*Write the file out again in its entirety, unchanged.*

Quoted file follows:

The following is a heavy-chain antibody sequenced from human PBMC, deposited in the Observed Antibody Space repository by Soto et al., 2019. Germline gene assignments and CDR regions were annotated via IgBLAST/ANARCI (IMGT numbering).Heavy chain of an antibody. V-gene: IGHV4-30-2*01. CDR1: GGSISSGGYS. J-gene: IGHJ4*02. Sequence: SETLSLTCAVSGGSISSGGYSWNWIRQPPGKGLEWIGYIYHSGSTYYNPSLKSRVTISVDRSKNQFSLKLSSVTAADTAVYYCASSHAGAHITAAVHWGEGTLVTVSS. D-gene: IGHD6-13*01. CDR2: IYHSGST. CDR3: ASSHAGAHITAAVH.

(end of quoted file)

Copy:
The following is a heavy-chain antibody sequenced from human PBMC, deposited in the Observed Antibody Space repository by Soto et al., 2019. Germline gene assignments and CDR regions were annotated via IgBLAST/ANARCI (IMGT numbering).Heavy chain of an antibody. V-gene: IGHV4-30-2*01. CDR1: GGSISSGGYS. J-gene: IGHJ4*02. Sequence: SETLSLTCAVSGGSISSGGYSWNWIRQPPGKGLEWIGYIYHSGSTYYNPSLKSRVTISVDRSKNQFSLKLSSVTAADTAVYYCASSHAGAHITAAVHWGEGTLVTVSS. D-gene: IGHD6-13*01. CDR2: IYHSGST. CDR3: ASSHAGAHITAAVH.